The city of Chicago announced that it has tripled the number of self-service payment kiosks across the city.

Chicago, which partners with CityBase on the kiosks, said it has a network for more than 70 payment kiosks that provide residents self-service access to pay for water bills, parking tickets, taxes, and more.

“Now more than ever, it’s important that everyone has easy-to-use, self-service payment options in their own neighborhoods,” Reshma Soni, comptroller for the city of Chicago, said in the announcement. “Customers who want or need to pay in person can do so in locations near their homes. This ensures that all residents have equal access to stay current on their important bills.”

“The CityBase kiosks provide our customers with real-time information about their balance, helping them to avoid fees and penalties. The payment technology makes it easy for people to pay multiple city bills on a single kiosk machine, with automated reconciliation to the right department, which helps our staff,” Soni added.

Chicago said it has introduced kiosks in 52 neighborhood locations this year and has rolled out 30 kiosks this summer. Chicago said the kiosks’ total footprint is 74 kiosks at 70 locations citywide. Kiosks are located in City Hall and City Clerks’ offices, libraries, police stations, family services, and community centers.

“The city of Chicago and CityBase have long shared the priority of improving access to public services for every single resident, no matter where they live in the city,” Mike Duffy, CEO and founder of CityBase, said. “By dramatically increasing self-service options for people who pay in person, the city is making it more convenient for people to pay for obligations like monthly water bills in their own neighborhoods, during a time that works for them.”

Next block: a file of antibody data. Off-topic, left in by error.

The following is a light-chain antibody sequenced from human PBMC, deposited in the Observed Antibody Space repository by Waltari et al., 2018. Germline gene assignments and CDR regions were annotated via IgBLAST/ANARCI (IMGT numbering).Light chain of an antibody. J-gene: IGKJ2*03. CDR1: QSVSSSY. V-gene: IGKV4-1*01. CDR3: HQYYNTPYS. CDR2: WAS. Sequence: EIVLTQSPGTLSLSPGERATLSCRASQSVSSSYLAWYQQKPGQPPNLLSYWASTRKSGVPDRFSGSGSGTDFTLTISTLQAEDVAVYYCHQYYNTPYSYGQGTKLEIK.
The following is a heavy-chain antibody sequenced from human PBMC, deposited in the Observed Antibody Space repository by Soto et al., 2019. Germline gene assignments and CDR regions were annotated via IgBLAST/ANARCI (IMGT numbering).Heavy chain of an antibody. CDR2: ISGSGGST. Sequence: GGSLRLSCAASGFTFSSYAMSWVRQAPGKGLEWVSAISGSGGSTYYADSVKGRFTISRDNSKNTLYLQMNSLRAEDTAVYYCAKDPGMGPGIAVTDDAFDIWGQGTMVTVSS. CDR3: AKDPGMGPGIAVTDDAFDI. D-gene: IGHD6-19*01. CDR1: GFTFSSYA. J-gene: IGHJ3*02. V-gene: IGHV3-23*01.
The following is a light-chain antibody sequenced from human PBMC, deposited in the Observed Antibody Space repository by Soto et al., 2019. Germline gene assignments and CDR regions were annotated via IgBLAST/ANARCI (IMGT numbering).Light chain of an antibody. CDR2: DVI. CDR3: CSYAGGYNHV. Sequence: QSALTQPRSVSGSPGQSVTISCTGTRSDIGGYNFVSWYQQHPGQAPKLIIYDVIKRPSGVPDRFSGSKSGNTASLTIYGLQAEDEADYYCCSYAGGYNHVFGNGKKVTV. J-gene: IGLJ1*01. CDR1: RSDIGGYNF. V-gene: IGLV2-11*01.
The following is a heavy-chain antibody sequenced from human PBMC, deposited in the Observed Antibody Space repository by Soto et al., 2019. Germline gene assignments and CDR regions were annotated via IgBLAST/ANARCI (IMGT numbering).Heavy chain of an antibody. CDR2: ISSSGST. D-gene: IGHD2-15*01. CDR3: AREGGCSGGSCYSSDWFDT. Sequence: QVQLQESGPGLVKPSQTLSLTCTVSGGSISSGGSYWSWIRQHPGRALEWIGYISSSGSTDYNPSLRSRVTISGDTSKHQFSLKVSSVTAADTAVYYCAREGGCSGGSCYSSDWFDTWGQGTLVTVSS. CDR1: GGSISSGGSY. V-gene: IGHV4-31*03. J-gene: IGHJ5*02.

City bills and fees can be paid using cash, check, credit, debit, and prepaid cards. The city said the kiosks offer increased access to residents who prefer to pay with cash, many of whom are under-banked and lack access to a bank account or credit card. In the past, residents who wished to pay with cash either had to take off work during business hours to make a payment in person or use high-fee services like check cashing stores. With the payment kiosks, residents can pay in cash without taking time off work and without paying any additional fees.

As Soni mentioned, the city said the kiosk technology is integrated in real-time to relevant city department databases. Chicago said this promotes efficiencies for the city by reducing time-consuming manual payment processing and reconciliation. Additionally, customers can make a full or partial payment and the transaction immediately posts against their balance, helping customers avoid late fees or other penalties, including if they pay after business hours.

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Kate Polit
Kate Polit
Kate Polit is MeriTalk SLG's Assistant Copy & Production Editor, covering Cybersecurity, Education, Homeland Security, Veterans Affairs